Brexit explained: Why is London so important?
A referendum has been scheduled for the UK to vote whether they should leave the EU (termed the ‘Brexit’). This has resulted in uncertainty in regards to the UK’s future growth, trade flows and foreign direct investment. Uncertainty of the UK’s future if they exit the EU has been reflected in financial markets and a depreciation of the pound (GBP). This is because leaving the EU would mean that the UK would no longer benefit from the multilateral trade agreement between EU members. Therefore, trade agreements will need to be negotiated.
How does this relate to the HSC syllabus?
- The UK is currently a part of the EU which is a trading bloc. This means that the UK benefits from the multilateral free trade agreement between the EU members which have lowered their trade barriers (HSC Topic 1 – The Global Economy). Exiting the EU would mean that the UK no longer benefits from the established trade agreements between EU members and would need to renegotiate its agreements with the EU.
- Note: Negotiating trade agreements can take a long time since members try to come to a compromise that benefits their economy most. For example, Australian and China’s free trade agreement took 10 years (negotiations started by the Howard government in 2005 and signed by the Abbot government in 2015). Multilateral agreements tend to take longer than bilateral trade agreements.
- Without a free trade agreement in place, the UK will face higher import and export costs in the form of tariffs and other protectionist policies (HSC Topic 1 – The Global Economy). The UK has a current account deficit with the EU totalling 6.5% of GDP. Assuming that protectionist policies apply to both the EU and UK, a Brexit is expected to improve the goods deficit (since the UK is a net importer of goods and will be deterred from buying more expensive goods) and deteriorate the services surplus (since the UK is a net exporter of services) in the short term (HSC Topic 1 – The Global Economy).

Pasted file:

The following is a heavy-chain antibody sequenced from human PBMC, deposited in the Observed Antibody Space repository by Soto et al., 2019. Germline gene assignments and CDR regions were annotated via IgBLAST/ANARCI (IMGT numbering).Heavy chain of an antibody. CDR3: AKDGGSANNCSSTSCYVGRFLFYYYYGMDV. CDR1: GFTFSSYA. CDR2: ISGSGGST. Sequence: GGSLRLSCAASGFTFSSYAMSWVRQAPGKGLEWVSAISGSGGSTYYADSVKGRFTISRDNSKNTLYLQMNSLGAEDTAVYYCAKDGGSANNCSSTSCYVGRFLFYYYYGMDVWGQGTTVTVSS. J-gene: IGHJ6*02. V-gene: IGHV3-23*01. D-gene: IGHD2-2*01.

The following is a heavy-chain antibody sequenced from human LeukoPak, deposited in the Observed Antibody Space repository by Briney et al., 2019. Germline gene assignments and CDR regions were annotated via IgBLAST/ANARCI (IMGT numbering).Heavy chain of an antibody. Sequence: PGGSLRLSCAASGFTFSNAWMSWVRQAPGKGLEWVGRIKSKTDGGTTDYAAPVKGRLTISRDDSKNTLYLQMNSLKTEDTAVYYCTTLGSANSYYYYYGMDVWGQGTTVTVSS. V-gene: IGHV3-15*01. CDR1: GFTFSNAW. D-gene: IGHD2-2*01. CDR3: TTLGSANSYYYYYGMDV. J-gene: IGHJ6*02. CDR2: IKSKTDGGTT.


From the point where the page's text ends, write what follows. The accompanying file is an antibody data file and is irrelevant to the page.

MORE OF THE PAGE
- Lowered trade barriers between the UK and other EU members has been particularly important to the UK. The UK is a financial hub (41% of the world’s foreign exchange and 49% of the world’s derivative trading takes place in the UK) since any financial service company based in the UK is allowed to operate across the EU through passporting. Without membership in the EU passporting may no longer be possible since trade barriers will be re-erected. There have been predictions that approximately a third of financial services companies would consider relocating their operations to the EU. Given that financial services is a major sector in the UK, this could damage their economic growth prospects (HSC Topic 3- Economic Issues). Since labour is a derived demand, there may be unemployment within this sector which may see skilled employees in financial services emigrate as the banks move to other countries (Preliminary Topic 4 – Labour Markets; HSC Topic 3 – Economic Issues).